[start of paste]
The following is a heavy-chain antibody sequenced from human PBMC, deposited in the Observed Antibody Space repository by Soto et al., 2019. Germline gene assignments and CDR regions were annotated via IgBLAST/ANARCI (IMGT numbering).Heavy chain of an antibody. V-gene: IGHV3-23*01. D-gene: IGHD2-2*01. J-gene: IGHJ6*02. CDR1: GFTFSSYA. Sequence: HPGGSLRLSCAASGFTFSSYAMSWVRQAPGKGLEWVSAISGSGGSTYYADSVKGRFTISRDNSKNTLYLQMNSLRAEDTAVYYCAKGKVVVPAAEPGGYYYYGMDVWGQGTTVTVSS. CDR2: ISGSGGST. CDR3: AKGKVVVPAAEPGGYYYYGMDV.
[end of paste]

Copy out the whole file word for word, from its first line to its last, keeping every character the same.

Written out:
The following is a heavy-chain antibody sequenced from human PBMC, deposited in the Observed Antibody Space repository by Soto et al., 2019. Germline gene assignments and CDR regions were annotated via IgBLAST/ANARCI (IMGT numbering).Heavy chain of an antibody. V-gene: IGHV3-23*01. D-gene: IGHD2-2*01. J-gene: IGHJ6*02. CDR1: GFTFSSYA. Sequence: HPGGSLRLSCAASGFTFSSYAMSWVRQAPGKGLEWVSAISGSGGSTYYADSVKGRFTISRDNSKNTLYLQMNSLRAEDTAVYYCAKGKVVVPAAEPGGYYYYGMDVWGQGTTVTVSS. CDR2: ISGSGGST. CDR3: AKGKVVVPAAEPGGYYYYGMDV.